A recent Virginia case in which an teenager with Asperger’s was sentenced by jury to ten-and-a-half years in prison for assaulting a police officer is a horrible tragedy for all concerned.
News accounts reported that the teen went to the library, but finding it closed, sat down outside on the grass. It was pointed out that the teen happens to be black and nearby school children became afraid and complained to the school crossing guard, saying that he might have a gun. Police were then summoned.
A single officer approached the teen, checked him for a gun and found no weapon. He then asked his name several times with no response. Because the teen wouldn’t tell the officer his name, he grabbed the youth by the arm and threw him over the top of his car in order to cuff him while declaring him under arrest. A struggle ensued and the teen caused injuries to the officer.
This is a terribly disturbing case on many levels. The officer is himself the father of mentally challenged thirty-three year old and on that basis, was said to be highly sensitive of those with developmental disabilities. However, an officer experienced with autism would not expect their subjects to answer all questions asked or find the need to suddenly grab and arrest them. Why was there no call for back-up?
So basically, a young man with autism was sitting outside a library waiting for it to open and then a short while later, an officer is injured from a struggle and now a young man faces over a decade behind bars.
This is the latest in a series of avoidable tragedies, including the wrongful deaths of two young adults with autism in Los Angeles. All of the cases share the fact that the suspects were committing no crimes, but failed to respond properly to police commands. The concerning element is without proper training and awareness, the number of these cases are going to expand exponentially as more and more children with autism grow into young adults.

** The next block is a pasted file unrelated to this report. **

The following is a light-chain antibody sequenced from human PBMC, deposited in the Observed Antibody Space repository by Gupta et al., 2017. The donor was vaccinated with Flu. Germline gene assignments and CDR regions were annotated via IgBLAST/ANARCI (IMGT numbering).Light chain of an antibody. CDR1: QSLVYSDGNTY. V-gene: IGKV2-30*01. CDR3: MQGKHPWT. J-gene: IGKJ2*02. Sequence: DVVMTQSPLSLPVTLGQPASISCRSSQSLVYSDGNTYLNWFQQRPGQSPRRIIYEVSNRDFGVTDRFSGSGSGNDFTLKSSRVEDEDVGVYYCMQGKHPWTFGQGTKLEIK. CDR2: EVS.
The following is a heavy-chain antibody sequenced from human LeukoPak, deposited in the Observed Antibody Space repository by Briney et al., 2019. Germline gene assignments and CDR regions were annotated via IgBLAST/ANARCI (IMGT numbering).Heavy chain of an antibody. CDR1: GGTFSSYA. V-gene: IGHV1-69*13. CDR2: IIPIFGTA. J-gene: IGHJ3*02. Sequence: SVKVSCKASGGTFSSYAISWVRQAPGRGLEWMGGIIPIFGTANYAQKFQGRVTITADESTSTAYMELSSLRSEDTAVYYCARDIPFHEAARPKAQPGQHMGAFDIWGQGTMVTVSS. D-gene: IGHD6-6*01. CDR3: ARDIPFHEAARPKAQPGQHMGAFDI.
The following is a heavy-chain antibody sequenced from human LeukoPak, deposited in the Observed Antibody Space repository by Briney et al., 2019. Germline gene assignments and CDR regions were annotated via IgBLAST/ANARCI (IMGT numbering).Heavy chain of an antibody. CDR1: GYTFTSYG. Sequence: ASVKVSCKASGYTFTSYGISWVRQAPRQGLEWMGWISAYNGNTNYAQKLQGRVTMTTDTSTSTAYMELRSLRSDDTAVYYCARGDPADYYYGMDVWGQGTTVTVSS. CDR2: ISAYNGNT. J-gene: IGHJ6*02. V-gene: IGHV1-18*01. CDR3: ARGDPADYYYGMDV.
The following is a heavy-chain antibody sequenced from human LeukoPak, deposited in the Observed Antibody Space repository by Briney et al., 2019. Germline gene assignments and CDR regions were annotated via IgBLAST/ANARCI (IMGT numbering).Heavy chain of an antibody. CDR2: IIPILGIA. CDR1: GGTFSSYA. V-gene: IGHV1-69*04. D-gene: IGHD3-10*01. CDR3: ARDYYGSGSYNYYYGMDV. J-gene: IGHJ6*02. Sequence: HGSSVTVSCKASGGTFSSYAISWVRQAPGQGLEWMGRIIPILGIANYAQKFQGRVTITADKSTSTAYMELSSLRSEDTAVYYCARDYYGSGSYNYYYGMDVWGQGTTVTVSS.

Because the teen had another incident on his record, the prosecutor maintained that he was wasn’t impaired by autism, but rather is an innately aggressive and dangerous person. The fact that the jury bought this parsing of conditions is not good news for anyone.
In a previous article, I advocated for a voluntary autism registry, but that is a distant goal that requires a great deal of work and effort, even after communities agree that it’s needed. I am now thinking that teens and young adults with autism should carry visible medical alert indicators such as a bracelet or necklace to notify officers of their condition and provide an emergency cell phone number of a caregiver.
Of course, the need for more officer training in autism is only amplified by these heartbreaking turn of events.
One of the premier organizations that offers autism training for officers is run by Dennis Debbaudt. Dennis is an ex-law enforcement official, father of a son with autism and the founder of Autism Risk and Safety Management. We interviewed him a few years ago and he provided some great insight into this emerging problem and what is being done to address it.
While his organization is doing a tremendous job, much more effort is needed by others to address this growing problem so these types of incidents are minimized or completely eliminated in the future.